[Update 9/16/12: No longer at this location; primary vets moved out of the area.] This is a wonderful place. You wish your own doctors and support staff were as friendly, helpful, and responsive. Dr. Sue Dougherty was our primary vet; Dr. Parchman was our surgeon; Dr. Nicholson helped Rem over the Christmas holidays; others have helped as well.
Information on various animal medical research projects, including the study that resulted in the creation of the canned Hills N/D food that Remington ate for a while. Here are some current studies on hemangiosarcoma that they're funding.
Friends' dogs with cancer
Sparky's cancer page: Sparky was a friend's dog who also had cancer and who far outlived the original prognostications. Her cancer pages and diary predated ours by a long shot. She died only three days before Remington. [Update Sept '12: Sadly, my friend also died of cancer in 2011.]
Tanith's page: Tanith was diagnosed with hemangiosarcoma on the spleen about a month after Remington was diagnosed. Also had an operation and chemo. She died about a month after Remington.
Splenic tumors in dogs - A Lay Person's View- Written by a friend whose dog had a splenic tumor that turned out to be benign, but she talks about various forms of splenic tumors and why they should be removed. The page's comments section has become a sounding board for dozens and dozens of others who have found the page when their dogs have had splenic tumors identified.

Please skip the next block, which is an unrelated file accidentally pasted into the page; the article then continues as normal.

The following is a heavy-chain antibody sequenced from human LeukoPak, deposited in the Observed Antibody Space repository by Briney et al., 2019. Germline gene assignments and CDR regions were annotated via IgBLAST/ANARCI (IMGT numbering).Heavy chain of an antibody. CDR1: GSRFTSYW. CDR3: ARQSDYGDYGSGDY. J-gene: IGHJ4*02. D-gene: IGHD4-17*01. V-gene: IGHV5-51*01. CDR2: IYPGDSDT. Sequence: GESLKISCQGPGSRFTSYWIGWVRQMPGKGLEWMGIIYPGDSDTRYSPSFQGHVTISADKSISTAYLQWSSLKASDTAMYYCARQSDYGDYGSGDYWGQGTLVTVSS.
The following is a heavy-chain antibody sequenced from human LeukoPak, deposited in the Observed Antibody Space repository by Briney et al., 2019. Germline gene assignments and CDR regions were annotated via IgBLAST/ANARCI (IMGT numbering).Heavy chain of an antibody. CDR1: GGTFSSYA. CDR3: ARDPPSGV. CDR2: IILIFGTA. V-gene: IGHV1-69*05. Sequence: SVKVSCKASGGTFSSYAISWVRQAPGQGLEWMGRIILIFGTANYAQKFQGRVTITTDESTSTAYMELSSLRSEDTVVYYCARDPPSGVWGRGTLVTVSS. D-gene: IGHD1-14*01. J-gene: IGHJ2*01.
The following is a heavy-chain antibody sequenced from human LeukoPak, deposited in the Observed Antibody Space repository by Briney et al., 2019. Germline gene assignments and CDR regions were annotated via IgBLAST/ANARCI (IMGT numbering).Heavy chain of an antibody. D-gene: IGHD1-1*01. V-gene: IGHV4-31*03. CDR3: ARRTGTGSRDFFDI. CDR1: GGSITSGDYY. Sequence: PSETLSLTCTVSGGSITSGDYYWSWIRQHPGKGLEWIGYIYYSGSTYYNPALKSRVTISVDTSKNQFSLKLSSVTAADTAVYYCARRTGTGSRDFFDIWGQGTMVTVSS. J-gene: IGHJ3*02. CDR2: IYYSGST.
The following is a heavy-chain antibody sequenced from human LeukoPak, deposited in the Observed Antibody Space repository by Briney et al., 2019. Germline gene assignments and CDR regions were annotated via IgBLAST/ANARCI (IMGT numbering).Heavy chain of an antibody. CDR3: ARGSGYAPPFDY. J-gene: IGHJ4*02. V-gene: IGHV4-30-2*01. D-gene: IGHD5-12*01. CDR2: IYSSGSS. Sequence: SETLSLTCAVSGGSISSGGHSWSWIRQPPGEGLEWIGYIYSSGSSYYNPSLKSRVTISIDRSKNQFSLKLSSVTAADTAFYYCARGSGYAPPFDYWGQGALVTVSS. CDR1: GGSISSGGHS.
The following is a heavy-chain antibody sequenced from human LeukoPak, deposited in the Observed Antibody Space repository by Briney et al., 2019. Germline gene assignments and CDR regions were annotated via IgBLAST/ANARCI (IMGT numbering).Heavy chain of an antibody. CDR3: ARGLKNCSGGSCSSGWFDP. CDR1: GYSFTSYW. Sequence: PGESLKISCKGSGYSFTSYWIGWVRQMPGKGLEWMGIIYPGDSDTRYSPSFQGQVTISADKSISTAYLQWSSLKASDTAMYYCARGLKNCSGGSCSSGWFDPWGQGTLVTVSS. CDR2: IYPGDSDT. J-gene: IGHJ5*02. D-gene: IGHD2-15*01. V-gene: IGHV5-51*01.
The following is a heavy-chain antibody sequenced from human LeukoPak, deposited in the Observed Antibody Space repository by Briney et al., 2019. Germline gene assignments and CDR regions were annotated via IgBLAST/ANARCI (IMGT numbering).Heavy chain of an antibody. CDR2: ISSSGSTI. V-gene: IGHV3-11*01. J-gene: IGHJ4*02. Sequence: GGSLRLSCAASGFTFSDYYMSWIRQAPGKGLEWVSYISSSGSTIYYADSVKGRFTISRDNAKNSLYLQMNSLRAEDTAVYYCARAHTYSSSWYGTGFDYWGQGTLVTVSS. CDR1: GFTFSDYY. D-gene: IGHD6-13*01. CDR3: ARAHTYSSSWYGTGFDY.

Various sources of cancer information
A good detailed description of hemangiosarcoma:
Go here and scroll down a bit until you get to the text "Hemangiosarcomas are a form of cancer which originates..."
Note: Lots of Q&As on this site; whole site has tons of dog medical info.
Dog Fancy magazine Dec 2002 hardcopy had an article on cancer in dogs.
Golden Retrievers and general hemangiosarcoma statistics and info This PDF document indicates that almost 19% of goldens die of hemangiosarcoma. It also confirms that the first symptoms are usually severe, that even twice yearly ultrasounds probably wouldn't help, that even with treatment, life expectancy would be a few weeks to a few months (with aggressive treatment; I got barely 4 months, and they weren't all great months).
Info I've found helpful about anger, grief, second-guessing your actions, and more grief:
Discussion of the seven stages of grieving--it talks about the 7 stages, but also says, "it is important to interpret the stages loosely, and expect much individual variation. There is no neat progression from one stage to the next. In reality, there is much looping back, or stages can hit at the same time, or occur out of order. So why bother with stage models at all? Because they are a good general guide of what to expect."